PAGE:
Thanks to my colleague Lucy Everett, who passed this on to me:
One of the latest trends in graduate recruitment is gamification - essentially testing for competencies, behaviours, and potentially replacing psychometric testing, through online games rather than traditional assessments.
Barclays did a talk covering this, "Understanding new recruitment technologies", at the Careers Fair this year, where they explained that there are two types of "games", one that is more immersive and realistic "role-playing" of the job, designed to give candidates an insight into the role, whilst testing how they would perform in real situations, and the other is more abstract but still testing job skills. The main message was that students shouldn't get too caught up in which "system" employers use to assess candidates as they are all still using it to test for candidates demonstrating skills, competencies, behaviours required for the job or company overall. Students should just focus on demonstrating their motivation and the skills/competencies/strengths from the job advert/description.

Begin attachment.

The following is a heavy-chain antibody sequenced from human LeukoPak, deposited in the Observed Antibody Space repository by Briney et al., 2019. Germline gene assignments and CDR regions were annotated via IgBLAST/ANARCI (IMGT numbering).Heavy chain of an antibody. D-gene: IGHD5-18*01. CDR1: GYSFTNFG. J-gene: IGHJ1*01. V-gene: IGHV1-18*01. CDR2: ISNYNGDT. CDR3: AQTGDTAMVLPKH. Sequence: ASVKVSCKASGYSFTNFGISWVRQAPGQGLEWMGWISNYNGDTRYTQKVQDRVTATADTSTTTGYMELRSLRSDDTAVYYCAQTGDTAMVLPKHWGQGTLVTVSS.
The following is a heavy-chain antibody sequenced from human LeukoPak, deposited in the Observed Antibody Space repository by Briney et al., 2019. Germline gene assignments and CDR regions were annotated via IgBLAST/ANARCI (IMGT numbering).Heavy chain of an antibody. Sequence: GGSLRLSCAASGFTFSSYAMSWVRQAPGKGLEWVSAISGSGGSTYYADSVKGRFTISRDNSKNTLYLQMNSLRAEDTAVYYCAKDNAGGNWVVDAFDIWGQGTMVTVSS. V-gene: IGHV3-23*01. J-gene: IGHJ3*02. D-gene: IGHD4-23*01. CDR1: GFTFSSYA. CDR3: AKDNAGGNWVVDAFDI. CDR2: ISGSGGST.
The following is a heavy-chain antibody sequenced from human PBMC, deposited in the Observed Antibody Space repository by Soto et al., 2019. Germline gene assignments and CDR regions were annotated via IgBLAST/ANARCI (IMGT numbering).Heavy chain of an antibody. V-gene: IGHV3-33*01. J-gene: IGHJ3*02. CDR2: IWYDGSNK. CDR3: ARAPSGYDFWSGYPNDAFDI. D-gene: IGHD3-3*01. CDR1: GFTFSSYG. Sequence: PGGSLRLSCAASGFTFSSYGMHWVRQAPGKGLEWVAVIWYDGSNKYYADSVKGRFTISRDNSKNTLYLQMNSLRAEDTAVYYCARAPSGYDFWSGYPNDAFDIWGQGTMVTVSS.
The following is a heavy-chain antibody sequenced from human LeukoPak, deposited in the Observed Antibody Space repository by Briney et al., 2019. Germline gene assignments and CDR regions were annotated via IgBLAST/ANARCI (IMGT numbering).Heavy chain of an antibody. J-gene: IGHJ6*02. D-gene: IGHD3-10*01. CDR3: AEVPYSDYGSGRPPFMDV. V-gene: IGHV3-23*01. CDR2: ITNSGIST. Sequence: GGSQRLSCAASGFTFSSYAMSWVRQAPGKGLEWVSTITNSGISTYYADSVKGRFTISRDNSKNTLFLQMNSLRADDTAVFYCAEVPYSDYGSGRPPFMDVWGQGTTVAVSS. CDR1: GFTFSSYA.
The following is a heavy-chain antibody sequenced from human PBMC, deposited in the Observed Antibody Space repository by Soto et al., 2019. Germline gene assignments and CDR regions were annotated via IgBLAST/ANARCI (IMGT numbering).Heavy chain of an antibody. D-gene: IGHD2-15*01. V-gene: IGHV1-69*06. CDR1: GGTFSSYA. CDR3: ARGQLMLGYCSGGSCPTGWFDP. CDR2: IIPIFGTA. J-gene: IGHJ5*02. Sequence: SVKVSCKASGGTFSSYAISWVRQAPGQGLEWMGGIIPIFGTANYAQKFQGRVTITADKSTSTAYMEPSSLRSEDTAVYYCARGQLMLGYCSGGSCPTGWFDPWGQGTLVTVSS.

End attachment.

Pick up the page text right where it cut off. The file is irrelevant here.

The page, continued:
Interestingly, gamification is being used by some agencies and employers as a tool to increase diversity and encourage applicants from minority or disadvantaged backgrounds (women, Black and Ethnic Minority and Widening Participation). Test anxiety has been identified as a key barrier for these groups and Network Rail have been promoting their case study showing some very positive results from radically revising their recruitment process, including gamifying their Situational Judgement Test.
There was a blogpost from the Institute for Student Employers recently "Deciding whether game based assessments are right for you" gives some insights on how employers make choices about changes to their recruitment process. Perhaps unsurprisingly, there is data to suggest that "gamers" (students who are well practised at playing games) get better results in gamified assessments.
This is all still relatively new within recruitment, and is being used in different ways by different employers, but worth being aware of when you are applying for jobs.